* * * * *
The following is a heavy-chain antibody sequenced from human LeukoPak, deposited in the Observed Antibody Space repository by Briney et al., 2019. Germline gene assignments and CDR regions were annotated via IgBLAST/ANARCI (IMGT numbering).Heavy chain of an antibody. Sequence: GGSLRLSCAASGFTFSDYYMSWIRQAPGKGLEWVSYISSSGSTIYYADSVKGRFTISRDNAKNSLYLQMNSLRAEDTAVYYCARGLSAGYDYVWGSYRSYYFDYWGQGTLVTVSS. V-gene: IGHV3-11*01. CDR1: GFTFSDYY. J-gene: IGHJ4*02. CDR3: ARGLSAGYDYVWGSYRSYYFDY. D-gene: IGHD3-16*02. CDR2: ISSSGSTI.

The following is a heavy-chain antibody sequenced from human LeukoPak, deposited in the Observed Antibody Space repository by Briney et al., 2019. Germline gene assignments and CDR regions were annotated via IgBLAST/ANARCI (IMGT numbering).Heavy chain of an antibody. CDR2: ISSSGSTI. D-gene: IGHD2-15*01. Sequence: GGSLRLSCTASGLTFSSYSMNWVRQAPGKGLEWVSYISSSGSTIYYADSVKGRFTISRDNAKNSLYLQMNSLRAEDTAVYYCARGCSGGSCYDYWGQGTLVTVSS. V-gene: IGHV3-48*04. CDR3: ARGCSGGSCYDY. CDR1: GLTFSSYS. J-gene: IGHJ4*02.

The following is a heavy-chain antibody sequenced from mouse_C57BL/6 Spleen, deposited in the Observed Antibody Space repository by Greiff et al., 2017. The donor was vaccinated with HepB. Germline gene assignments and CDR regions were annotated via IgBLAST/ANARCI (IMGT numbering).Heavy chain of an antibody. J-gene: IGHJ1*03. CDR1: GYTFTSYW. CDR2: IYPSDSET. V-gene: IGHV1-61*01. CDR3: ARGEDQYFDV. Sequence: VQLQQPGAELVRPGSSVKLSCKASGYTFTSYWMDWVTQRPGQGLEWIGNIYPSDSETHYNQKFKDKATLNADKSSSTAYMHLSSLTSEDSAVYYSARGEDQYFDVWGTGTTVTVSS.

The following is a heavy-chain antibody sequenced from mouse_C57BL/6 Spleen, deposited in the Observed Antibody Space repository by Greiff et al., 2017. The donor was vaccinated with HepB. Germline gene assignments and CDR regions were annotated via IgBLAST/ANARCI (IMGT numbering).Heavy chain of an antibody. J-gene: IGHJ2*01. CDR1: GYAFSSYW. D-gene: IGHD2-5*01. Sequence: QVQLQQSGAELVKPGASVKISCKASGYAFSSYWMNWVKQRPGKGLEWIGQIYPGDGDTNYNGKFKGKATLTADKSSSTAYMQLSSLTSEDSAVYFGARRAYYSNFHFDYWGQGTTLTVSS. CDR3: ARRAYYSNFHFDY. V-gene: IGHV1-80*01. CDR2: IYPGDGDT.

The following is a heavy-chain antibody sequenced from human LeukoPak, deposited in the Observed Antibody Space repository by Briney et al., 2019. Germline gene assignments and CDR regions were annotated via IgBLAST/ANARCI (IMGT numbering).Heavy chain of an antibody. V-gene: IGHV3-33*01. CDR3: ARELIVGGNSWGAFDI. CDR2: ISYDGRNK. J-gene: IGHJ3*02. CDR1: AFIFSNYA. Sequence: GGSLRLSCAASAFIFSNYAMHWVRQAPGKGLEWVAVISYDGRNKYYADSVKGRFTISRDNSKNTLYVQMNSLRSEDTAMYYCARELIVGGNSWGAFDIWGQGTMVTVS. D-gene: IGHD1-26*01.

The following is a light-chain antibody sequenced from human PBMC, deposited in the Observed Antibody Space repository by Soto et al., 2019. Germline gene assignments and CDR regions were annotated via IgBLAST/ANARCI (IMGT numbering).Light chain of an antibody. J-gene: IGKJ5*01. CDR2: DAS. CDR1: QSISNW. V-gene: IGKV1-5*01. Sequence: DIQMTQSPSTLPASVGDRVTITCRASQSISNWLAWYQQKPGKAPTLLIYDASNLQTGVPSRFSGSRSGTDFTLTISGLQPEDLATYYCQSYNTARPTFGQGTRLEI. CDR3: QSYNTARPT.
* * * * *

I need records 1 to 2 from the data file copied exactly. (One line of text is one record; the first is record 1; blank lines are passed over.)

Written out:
The following is a heavy-chain antibody sequenced from human LeukoPak, deposited in the Observed Antibody Space repository by Briney et al., 2019. Germline gene assignments and CDR regions were annotated via IgBLAST/ANARCI (IMGT numbering).Heavy chain of an antibody. Sequence: GGSLRLSCAASGFTFSDYYMSWIRQAPGKGLEWVSYISSSGSTIYYADSVKGRFTISRDNAKNSLYLQMNSLRAEDTAVYYCARGLSAGYDYVWGSYRSYYFDYWGQGTLVTVSS. V-gene: IGHV3-11*01. CDR1: GFTFSDYY. J-gene: IGHJ4*02. CDR3: ARGLSAGYDYVWGSYRSYYFDY. D-gene: IGHD3-16*02. CDR2: ISSSGSTI.

The following is a heavy-chain antibody sequenced from human LeukoPak, deposited in the Observed Antibody Space repository by Briney et al., 2019. Germline gene assignments and CDR regions were annotated via IgBLAST/ANARCI (IMGT numbering).Heavy chain of an antibody. CDR2: ISSSGSTI. D-gene: IGHD2-15*01. Sequence: GGSLRLSCTASGLTFSSYSMNWVRQAPGKGLEWVSYISSSGSTIYYADSVKGRFTISRDNAKNSLYLQMNSLRAEDTAVYYCARGCSGGSCYDYWGQGTLVTVSS. V-gene: IGHV3-48*04. CDR3: ARGCSGGSCYDY. CDR1: GLTFSSYS. J-gene: IGHJ4*02.